North Bronx Lawmaker Tips Power Balance to Borough

ASSEMBLYMAN CARL HEASTIE (c) flanked by the Bronx Delegation, thanks supporters for backing him for Assembly Speaker. Photo by David Cruz
ASSEMBLYMAN CARL HEASTIE (c) flanked by the Bronx Delegation, thanks supporters for backing him for Assembly Speaker.
Photo by David Cruz


Assemblyman Carl Heastie, the north Bronx legislator and leader of the borough’s Democratic Committee, was voted in Tuesday as Assembly Speaker, replacing the disgraced Sheldon Silver, who resigned in late January.

Heastie’s ascension came after two weeks of behind-the-scenes maneuvering from the Bronx delegation and to convince Assembly members to elect Heastie, fairly unknown outside of Bronx politics, making him Albany’s first-ever Assembly Speaker from the Bronx, and more notably, the first-ever African-American Speaker.

Heastie is now the so-called third man in the room, primed to discuss the state budget and important legislation with Democratic Governor Andrew Cuomo and Republican Senate Majority Leader Dean Skelos. With Heastie in the room, it effectively changes the trajectory of the Bronx, which could see more state funding funneled into the borough.

“Shelly took care of his district quite well. I’m sure Carl will be taking care of the Bronx equally as well – within obvious limits,” said Bob “Kappy” Kappstatter, former New York Daily News Bronx bureau chief and longtime borough political columnist. “And obviously, the Bronx will reap more benefits than it was reaping under Shelly Silver.”

Heastie beat out a list of contenders from the boroughs and from upstate New York jockeyed for the position of Speaker, considered the third most powerful position in the State Legislature.

But critics of Heastie also see a man entrenched in the same notorious ways as Albany. Several editorial boards for major New York City newspapers have voiced concerns that Heastie is a carbon copy of Silver, who now faces several federal charges stemming from an alleged kickback scheme.

Eleanor Randolph, an editorial board member for the New York Times, wrote in a column that Heastie is a “bad choice,” calling the scramble to pick Heastie as Speaker a “step backward, even for the notoriously backwards ways of Albany.”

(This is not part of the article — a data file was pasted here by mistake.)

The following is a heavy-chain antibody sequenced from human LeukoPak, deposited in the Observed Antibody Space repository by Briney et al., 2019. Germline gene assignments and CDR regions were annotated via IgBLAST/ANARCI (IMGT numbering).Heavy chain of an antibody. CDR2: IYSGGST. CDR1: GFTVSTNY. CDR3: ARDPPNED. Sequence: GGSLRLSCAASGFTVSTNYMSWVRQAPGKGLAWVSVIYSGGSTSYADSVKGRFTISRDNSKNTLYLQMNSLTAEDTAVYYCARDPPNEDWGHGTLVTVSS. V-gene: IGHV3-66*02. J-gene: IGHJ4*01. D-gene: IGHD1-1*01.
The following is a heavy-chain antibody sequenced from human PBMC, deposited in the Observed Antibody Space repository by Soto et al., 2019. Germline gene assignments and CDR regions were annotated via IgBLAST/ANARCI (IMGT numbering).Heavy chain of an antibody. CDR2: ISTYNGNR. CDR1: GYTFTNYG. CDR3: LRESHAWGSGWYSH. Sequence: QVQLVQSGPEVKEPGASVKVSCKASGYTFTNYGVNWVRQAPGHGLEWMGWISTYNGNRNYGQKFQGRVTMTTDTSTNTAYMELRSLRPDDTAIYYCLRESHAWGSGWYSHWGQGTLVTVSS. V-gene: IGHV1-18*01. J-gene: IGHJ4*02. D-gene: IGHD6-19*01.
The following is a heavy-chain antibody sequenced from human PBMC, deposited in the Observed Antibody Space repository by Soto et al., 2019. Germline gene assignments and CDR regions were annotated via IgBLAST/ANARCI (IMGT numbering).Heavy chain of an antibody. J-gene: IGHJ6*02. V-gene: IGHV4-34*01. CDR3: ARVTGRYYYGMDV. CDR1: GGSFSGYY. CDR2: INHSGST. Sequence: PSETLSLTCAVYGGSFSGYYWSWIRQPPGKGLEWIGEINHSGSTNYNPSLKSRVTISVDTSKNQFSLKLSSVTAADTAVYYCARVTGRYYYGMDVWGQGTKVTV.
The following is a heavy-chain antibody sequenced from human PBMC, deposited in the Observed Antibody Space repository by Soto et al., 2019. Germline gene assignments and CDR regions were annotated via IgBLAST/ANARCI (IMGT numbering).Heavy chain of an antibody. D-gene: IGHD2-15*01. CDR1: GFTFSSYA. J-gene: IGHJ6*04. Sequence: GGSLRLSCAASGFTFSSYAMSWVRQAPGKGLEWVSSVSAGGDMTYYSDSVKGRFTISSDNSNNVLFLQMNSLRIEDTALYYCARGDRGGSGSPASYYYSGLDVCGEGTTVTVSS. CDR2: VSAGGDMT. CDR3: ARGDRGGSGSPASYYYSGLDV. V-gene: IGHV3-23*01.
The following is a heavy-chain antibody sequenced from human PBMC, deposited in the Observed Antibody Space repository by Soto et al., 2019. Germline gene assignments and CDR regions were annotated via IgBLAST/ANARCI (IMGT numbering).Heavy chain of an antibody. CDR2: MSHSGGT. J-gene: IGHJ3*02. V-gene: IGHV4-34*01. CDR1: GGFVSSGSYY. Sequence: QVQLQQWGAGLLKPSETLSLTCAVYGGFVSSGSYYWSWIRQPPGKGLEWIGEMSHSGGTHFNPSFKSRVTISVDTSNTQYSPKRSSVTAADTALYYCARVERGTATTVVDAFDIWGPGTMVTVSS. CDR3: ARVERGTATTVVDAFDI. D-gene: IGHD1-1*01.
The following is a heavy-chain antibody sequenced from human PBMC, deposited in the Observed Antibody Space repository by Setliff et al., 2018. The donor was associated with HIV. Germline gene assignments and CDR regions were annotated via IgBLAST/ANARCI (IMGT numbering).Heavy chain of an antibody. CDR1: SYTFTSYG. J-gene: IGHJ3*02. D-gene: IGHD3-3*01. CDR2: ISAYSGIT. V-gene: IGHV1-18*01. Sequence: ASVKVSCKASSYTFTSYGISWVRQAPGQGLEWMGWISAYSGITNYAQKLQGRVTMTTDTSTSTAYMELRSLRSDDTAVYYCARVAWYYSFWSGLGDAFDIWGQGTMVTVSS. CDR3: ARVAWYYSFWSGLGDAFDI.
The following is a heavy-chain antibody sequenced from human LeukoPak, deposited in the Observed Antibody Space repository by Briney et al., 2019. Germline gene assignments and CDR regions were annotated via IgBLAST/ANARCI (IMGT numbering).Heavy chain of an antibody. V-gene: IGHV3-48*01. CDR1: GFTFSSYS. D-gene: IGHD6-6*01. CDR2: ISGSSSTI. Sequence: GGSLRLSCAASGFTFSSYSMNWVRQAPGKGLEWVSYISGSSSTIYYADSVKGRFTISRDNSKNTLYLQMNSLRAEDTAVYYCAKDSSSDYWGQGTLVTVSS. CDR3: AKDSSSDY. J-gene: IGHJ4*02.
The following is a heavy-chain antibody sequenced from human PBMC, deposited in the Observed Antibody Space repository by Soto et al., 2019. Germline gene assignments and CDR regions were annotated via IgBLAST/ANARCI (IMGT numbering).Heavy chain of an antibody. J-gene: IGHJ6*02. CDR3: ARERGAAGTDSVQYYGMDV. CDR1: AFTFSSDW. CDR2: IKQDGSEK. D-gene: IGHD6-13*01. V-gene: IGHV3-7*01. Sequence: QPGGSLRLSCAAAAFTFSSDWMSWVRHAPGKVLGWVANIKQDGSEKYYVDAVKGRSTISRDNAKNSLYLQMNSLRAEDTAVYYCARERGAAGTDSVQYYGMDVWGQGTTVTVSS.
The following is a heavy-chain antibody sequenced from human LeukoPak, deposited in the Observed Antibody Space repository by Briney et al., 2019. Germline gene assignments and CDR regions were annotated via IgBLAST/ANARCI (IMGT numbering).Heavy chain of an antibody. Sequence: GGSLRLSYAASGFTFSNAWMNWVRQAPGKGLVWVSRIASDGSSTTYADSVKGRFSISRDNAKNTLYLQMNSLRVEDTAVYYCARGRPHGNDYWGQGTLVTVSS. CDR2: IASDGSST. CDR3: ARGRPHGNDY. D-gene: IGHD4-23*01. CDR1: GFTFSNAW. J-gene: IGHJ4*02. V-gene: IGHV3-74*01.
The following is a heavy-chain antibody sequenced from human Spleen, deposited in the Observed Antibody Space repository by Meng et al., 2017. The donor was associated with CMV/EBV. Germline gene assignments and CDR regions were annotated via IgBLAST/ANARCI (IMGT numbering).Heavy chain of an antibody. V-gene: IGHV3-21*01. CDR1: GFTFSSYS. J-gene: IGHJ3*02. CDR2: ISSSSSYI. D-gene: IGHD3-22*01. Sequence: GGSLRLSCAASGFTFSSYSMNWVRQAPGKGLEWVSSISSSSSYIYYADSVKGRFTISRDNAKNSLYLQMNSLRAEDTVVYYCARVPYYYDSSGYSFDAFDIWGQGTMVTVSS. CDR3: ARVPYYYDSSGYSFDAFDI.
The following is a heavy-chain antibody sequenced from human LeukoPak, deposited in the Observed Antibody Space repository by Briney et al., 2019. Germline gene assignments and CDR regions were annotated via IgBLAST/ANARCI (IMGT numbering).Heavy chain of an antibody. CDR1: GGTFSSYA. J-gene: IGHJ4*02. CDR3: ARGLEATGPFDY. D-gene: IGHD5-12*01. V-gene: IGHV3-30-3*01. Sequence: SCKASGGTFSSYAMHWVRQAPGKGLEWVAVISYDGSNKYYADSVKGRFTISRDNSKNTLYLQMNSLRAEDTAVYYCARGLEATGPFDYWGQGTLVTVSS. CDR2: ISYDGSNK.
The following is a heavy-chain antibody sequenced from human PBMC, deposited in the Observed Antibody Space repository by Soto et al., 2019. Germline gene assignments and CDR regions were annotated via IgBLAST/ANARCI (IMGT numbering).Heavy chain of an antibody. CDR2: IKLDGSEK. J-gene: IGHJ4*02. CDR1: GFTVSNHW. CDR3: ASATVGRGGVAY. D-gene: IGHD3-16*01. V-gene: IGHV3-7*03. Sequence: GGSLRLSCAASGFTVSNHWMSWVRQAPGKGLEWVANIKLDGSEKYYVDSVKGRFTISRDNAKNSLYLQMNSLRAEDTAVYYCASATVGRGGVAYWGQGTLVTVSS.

A New York Daily News editorial called Heastie a smart man, but cut from the same underhanded cloth as Silver.

A trained accountant, Heastie arrived in Albany in 2000 after a stint at the New York City Comptroller’s Office as a budget analyst. He serves the 83rd Assembly District covering Wakefield, Williamsbridge, Edenwald and Baychester. His legislative record is somewhat spotty. In his first year he sponsored four bills that did not pass. The number of sponsored bills grew to 35 during the 2011-2012 legislative session.

He was the lead sponsor of the enacted Wage Theft Prevention Act, that further penalized employers who deprive workers of proper wages.

But Heastie’s finances have also been questioned, mainly $23,000 in logged expenses, which ranks double the average legislator’s, according to the Daily News. His last public filing showed $21,000 to $50,000 in credit card debt.

“From what I’ve read, the media is chasing whatever it can over Carl’s spending,” said Kappstatter, “but compared to Shelly and looking at other legislators’ spending numbers, they seem to be pretty much nickel and dime stuff.”

Heastie is expected to – if not already – resign his position as the leader of the Bronx Democratic County Committee, which offers a large election apparatus for political and judicial candidates.

Several potential candidates have been working behind-the-scenes to cobble support for the party leadership post, though at the moment Riverdale Assemblyman Jeff Dinowitz, the party’s second in the command, will serve as interim boss.

Elected officials have bounced around names that include Assemblyman Marcos Crespo of Soundview and Assemblyman Luis Sepulveda of Parkchester, though Kappstatter suspects party insiders may be looking beyond Bronx electeds (City Council members are barred from becoming the party chairman).

“While Jeff Dinowitz may have an inside track to the post, there’s a lot of sentiment that the post should go to an Hispanic, and maybe even a non-elected,” said Kappstatter. “It could even be a woman. How about that!”

Like this story? Leave your comments below.